Political tongues are wagging this weekend after the New York Times published a Sunday front-page look at Mike Bloomberg’s election year agenda, which the piece describes as ” trying to pull politics back to the middle, injecting himself into marquee contests and helping candidates fend off the .”
The undertone is that the mayor is once again plotting to run for president. Despite a forceful denial to the Times’ Michael Barbaro, the mayor did acknowledge that the presidency was the only job he would want in Washington. And he declined to say whether or not he would endorse Obama for re-election, saying that some of his friends in the business community feel vilified by the President.
Asked to grade Mr. Obama’s leadership and his record in office, the mayor was careful to not criticize the president directly. “He’s had a tough row to hoe, in all fairness,” he said. But he hinted at the resentment of his fellow corporate chieftains toward government officials like Mr. Obama, who have questioned Wall Street compensation.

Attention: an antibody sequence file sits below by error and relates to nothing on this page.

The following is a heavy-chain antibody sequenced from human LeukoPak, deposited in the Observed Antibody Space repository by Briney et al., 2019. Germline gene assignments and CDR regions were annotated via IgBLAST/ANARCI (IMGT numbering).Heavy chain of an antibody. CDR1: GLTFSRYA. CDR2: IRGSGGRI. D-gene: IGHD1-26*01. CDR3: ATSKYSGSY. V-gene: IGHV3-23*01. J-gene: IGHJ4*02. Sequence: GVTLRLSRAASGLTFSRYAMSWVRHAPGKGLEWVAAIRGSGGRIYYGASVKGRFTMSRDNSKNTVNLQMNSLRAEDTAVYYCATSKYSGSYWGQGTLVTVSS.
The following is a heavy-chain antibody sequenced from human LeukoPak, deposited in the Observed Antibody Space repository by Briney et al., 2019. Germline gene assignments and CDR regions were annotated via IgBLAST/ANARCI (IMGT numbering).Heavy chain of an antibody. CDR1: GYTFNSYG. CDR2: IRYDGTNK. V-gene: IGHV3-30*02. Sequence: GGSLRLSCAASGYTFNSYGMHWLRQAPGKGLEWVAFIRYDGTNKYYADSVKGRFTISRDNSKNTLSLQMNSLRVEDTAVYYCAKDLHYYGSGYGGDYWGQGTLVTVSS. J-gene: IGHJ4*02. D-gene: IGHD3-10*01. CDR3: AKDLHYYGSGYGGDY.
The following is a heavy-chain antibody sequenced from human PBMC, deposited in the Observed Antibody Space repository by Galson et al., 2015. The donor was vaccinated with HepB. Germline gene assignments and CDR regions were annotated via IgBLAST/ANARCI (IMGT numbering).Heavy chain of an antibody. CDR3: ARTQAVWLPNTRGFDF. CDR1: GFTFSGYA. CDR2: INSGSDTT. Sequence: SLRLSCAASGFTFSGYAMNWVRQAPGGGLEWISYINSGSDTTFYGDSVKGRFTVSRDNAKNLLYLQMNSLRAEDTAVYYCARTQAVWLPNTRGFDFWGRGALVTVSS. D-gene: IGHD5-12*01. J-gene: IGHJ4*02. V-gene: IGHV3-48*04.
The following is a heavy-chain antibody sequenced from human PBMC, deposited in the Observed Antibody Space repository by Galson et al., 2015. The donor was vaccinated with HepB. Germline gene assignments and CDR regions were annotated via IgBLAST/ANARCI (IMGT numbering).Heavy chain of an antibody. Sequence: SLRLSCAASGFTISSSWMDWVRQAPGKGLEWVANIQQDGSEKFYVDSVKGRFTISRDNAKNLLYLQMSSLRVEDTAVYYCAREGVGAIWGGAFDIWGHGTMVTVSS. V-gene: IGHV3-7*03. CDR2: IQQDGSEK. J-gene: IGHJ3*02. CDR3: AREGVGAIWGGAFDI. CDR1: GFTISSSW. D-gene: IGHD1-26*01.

“I feel very strongly we should not be – success should not be frowned on, and I have lots of friends, wealthy people, made a lot of money, were big Obama supporters, gave him money, raised money for him, who are not happy now,” he said.
“They all say the same thing: ‘I knew I was going to have to pay more taxes. Somebody’s got to do it, and I’ve got the money,’ ” he said. “ ’But I didn’t expect to be vilified.’ ”
Two years ago the mayor and his aides determined that a run for the presidency was doomed to be unsuccessful for someone who calls himself a “short, Jewish, divorced billionaire.” But there are a couple of reasons why in 2012 there may be more of an appetite for a President Bloomberg. For one thing, the economy could still be sputtering along, making his financial acumen even more valuable. Secondly, if the Tea Partiers take over the House or Senate, either party could be presenting a more extreme version of themselves to the public, and voters may be turned off and looking for a sober alternative. Finally, if the Republicans take over either house, major gridlock is likely to ensue, and voters could finally really want someone who will not pay allegiance to party.
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